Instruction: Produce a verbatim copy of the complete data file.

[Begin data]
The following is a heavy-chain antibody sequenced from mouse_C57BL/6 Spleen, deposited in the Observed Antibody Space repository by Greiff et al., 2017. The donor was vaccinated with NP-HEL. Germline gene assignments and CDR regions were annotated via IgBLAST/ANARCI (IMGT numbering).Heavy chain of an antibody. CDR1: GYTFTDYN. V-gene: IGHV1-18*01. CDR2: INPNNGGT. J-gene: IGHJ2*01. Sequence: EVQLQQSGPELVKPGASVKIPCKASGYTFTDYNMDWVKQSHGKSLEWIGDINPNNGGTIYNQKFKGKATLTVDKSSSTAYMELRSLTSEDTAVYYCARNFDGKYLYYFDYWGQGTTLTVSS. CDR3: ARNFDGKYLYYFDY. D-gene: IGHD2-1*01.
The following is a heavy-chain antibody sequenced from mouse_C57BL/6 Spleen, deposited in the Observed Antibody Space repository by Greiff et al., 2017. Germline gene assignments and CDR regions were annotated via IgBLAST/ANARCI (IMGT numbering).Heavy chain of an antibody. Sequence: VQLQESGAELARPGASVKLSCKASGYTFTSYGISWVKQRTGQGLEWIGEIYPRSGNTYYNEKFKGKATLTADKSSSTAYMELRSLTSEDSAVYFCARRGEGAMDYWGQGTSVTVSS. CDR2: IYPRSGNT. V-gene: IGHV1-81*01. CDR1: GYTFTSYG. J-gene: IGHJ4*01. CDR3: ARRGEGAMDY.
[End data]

The following is a heavy-chain antibody sequenced from mouse_C57BL/6 Spleen, deposited in the Observed Antibody Space repository by Greiff et al., 2017. The donor was vaccinated with NP-HEL. Germline gene assignments and CDR regions were annotated via IgBLAST/ANARCI (IMGT numbering).Heavy chain of an antibody. CDR1: GYTFTDYN. V-gene: IGHV1-18*01. CDR2: INPNNGGT. J-gene: IGHJ2*01. Sequence: EVQLQQSGPELVKPGASVKIPCKASGYTFTDYNMDWVKQSHGKSLEWIGDINPNNGGTIYNQKFKGKATLTVDKSSSTAYMELRSLTSEDTAVYYCARNFDGKYLYYFDYWGQGTTLTVSS. CDR3: ARNFDGKYLYYFDY. D-gene: IGHD2-1*01.
The following is a heavy-chain antibody sequenced from mouse_C57BL/6 Spleen, deposited in the Observed Antibody Space repository by Greiff et al., 2017. Germline gene assignments and CDR regions were annotated via IgBLAST/ANARCI (IMGT numbering).Heavy chain of an antibody. Sequence: VQLQESGAELARPGASVKLSCKASGYTFTSYGISWVKQRTGQGLEWIGEIYPRSGNTYYNEKFKGKATLTADKSSSTAYMELRSLTSEDSAVYFCARRGEGAMDYWGQGTSVTVSS. CDR2: IYPRSGNT. V-gene: IGHV1-81*01. CDR1: GYTFTSYG. J-gene: IGHJ4*01. CDR3: ARRGEGAMDY.